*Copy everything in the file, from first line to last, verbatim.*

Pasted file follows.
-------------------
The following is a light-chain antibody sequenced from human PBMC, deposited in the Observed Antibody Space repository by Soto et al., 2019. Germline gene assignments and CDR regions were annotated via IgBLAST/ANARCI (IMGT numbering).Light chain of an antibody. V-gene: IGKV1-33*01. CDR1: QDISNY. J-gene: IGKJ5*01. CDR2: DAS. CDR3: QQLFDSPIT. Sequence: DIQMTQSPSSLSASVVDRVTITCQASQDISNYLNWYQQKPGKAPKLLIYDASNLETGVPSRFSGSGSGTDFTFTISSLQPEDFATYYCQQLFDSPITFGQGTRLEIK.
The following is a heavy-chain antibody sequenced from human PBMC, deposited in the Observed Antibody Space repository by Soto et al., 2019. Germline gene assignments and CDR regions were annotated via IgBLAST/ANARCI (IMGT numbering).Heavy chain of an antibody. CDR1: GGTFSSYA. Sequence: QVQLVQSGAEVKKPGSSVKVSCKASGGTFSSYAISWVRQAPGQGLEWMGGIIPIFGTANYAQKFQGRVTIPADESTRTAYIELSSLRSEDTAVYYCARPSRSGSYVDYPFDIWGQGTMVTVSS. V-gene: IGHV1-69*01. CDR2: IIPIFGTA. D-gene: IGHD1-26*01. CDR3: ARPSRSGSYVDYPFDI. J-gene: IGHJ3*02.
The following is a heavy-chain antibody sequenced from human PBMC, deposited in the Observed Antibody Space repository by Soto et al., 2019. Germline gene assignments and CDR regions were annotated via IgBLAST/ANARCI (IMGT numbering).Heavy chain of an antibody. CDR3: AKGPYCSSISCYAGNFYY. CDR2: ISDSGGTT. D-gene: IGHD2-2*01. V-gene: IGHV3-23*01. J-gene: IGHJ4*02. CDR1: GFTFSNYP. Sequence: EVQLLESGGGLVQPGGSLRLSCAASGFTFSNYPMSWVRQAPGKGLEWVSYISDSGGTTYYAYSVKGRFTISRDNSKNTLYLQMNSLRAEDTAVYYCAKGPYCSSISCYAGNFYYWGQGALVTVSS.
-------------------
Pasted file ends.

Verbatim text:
The following is a light-chain antibody sequenced from human PBMC, deposited in the Observed Antibody Space repository by Soto et al., 2019. Germline gene assignments and CDR regions were annotated via IgBLAST/ANARCI (IMGT numbering).Light chain of an antibody. V-gene: IGKV1-33*01. CDR1: QDISNY. J-gene: IGKJ5*01. CDR2: DAS. CDR3: QQLFDSPIT. Sequence: DIQMTQSPSSLSASVVDRVTITCQASQDISNYLNWYQQKPGKAPKLLIYDASNLETGVPSRFSGSGSGTDFTFTISSLQPEDFATYYCQQLFDSPITFGQGTRLEIK.
The following is a heavy-chain antibody sequenced from human PBMC, deposited in the Observed Antibody Space repository by Soto et al., 2019. Germline gene assignments and CDR regions were annotated via IgBLAST/ANARCI (IMGT numbering).Heavy chain of an antibody. CDR1: GGTFSSYA. Sequence: QVQLVQSGAEVKKPGSSVKVSCKASGGTFSSYAISWVRQAPGQGLEWMGGIIPIFGTANYAQKFQGRVTIPADESTRTAYIELSSLRSEDTAVYYCARPSRSGSYVDYPFDIWGQGTMVTVSS. V-gene: IGHV1-69*01. CDR2: IIPIFGTA. D-gene: IGHD1-26*01. CDR3: ARPSRSGSYVDYPFDI. J-gene: IGHJ3*02.
The following is a heavy-chain antibody sequenced from human PBMC, deposited in the Observed Antibody Space repository by Soto et al., 2019. Germline gene assignments and CDR regions were annotated via IgBLAST/ANARCI (IMGT numbering).Heavy chain of an antibody. CDR3: AKGPYCSSISCYAGNFYY. CDR2: ISDSGGTT. D-gene: IGHD2-2*01. V-gene: IGHV3-23*01. J-gene: IGHJ4*02. CDR1: GFTFSNYP. Sequence: EVQLLESGGGLVQPGGSLRLSCAASGFTFSNYPMSWVRQAPGKGLEWVSYISDSGGTTYYAYSVKGRFTISRDNSKNTLYLQMNSLRAEDTAVYYCAKGPYCSSISCYAGNFYYWGQGALVTVSS.